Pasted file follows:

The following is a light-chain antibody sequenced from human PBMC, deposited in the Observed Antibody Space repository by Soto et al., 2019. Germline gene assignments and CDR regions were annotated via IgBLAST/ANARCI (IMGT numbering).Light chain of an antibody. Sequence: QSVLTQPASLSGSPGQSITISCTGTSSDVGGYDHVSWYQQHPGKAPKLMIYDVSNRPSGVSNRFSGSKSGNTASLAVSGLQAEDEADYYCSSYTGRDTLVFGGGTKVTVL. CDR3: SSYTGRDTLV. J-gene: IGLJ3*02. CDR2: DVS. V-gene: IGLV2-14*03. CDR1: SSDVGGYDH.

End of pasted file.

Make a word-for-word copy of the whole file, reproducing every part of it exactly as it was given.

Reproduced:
The following is a light-chain antibody sequenced from human PBMC, deposited in the Observed Antibody Space repository by Soto et al., 2019. Germline gene assignments and CDR regions were annotated via IgBLAST/ANARCI (IMGT numbering).Light chain of an antibody. Sequence: QSVLTQPASLSGSPGQSITISCTGTSSDVGGYDHVSWYQQHPGKAPKLMIYDVSNRPSGVSNRFSGSKSGNTASLAVSGLQAEDEADYYCSSYTGRDTLVFGGGTKVTVL. CDR3: SSYTGRDTLV. J-gene: IGLJ3*02. CDR2: DVS. V-gene: IGLV2-14*03. CDR1: SSDVGGYDH.